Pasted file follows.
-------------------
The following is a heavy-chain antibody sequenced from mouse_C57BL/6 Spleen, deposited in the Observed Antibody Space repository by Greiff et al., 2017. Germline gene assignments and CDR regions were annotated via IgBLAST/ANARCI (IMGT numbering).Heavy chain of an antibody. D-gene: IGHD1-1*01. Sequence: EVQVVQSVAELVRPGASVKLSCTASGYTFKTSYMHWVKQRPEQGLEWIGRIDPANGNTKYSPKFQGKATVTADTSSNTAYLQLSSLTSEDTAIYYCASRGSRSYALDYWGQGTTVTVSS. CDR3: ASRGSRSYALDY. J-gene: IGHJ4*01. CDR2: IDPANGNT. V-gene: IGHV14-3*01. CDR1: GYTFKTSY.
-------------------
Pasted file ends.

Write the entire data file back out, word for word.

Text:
The following is a heavy-chain antibody sequenced from mouse_C57BL/6 Spleen, deposited in the Observed Antibody Space repository by Greiff et al., 2017. Germline gene assignments and CDR regions were annotated via IgBLAST/ANARCI (IMGT numbering).Heavy chain of an antibody. D-gene: IGHD1-1*01. Sequence: EVQVVQSVAELVRPGASVKLSCTASGYTFKTSYMHWVKQRPEQGLEWIGRIDPANGNTKYSPKFQGKATVTADTSSNTAYLQLSSLTSEDTAIYYCASRGSRSYALDYWGQGTTVTVSS. CDR3: ASRGSRSYALDY. J-gene: IGHJ4*01. CDR2: IDPANGNT. V-gene: IGHV14-3*01. CDR1: GYTFKTSY.